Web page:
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Families unite to beat the litterbugs

PUBLISHED: 17:24 08 May 2009 | UPDATED: 09:27 06 July 2010

PROUD Lowestoft residents have decided to dispose of the rubbish by organising their own town tidy-ups in a bid to phase out fly tipping.

More than 15 reports have been received this week by Waveney Council's cleansing department of unwanted furniture and bike frames being dumped at bin collection points.

PROUD Lowestoft residents have decided to dispose of the rubbish by organising their own town tidy-ups in a bid to phase out fly tipping.

More than 15 reports have been received this week by Waveney Council's cleansing department of unwanted furniture and bike frames being dumped at bin collection points.

But two individuals and a group of friends have made up their minds to put a stop to it by taking action.

The Friends of Warren House Wood carried out a litter pick in the wood, which is situated on the right hand side of Links Road, in Gunton.

Over a three hour period five adults and four children collected a total of 19 bags of rubbish and a host of larger items, including a shopping trolley, a tyre, a wheelbarrow, bedding, a traffic cone, a bicycle frame, cushions and a car bonnet.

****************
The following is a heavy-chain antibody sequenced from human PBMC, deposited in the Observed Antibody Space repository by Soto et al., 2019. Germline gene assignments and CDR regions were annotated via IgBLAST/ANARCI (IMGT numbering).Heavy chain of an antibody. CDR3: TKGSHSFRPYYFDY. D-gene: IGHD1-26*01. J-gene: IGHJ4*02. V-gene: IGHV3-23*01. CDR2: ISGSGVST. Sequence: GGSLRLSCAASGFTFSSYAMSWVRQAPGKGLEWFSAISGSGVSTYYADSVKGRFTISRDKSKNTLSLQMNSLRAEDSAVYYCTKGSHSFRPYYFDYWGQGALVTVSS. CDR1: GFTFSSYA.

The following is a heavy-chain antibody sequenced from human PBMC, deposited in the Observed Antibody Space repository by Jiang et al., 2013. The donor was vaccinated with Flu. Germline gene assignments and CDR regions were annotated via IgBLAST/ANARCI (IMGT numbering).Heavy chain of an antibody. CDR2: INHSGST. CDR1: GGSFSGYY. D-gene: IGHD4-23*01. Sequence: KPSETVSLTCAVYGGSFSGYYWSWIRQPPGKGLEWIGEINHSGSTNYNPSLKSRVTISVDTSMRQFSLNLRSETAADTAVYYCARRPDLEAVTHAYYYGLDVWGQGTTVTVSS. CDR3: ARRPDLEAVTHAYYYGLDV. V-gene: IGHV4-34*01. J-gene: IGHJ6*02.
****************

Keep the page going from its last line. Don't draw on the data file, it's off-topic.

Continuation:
They also found an alarming amount of used dog waste bags.

Stuart Arlow, of the newly formed Friends, said: “Our aim is to make the area more attractive for people and wildlife alike. The area has historical importance even though it is comparatively young as a nature reserve and woodland. We have set up a website at www.fowhw.co.uk for anybody looking to find out more about the group and area, although it is still in its infancy.

“I would like to thank the cleansing team for the support they provided and the loan of tools and equipment, plus the prompt pick up of the rubbish from the area.”

Meanwhile, a woman who lives in Lucerne Close, cleared an area at the back of her property and turned it into a wildlife haven, but people had made holes in the hedgerow and dumped bottles, fridges and wood.

Mike Daniels, head of cleansing, sent in a team to help her remove them and clean the area, using fly-tipped conifer cuttings to weave into the holes to keep people out and give the wildlife a natural habitat to nest in.

And Tony Gregory, of Ontario Road, was so fed up with fly-tipping in the un-adopted rear access to his house, he asked for help in clearing away the waste he had collected.

Mr Daniels said: “It shows that some people do have pride in their area and we will always help where possible.”

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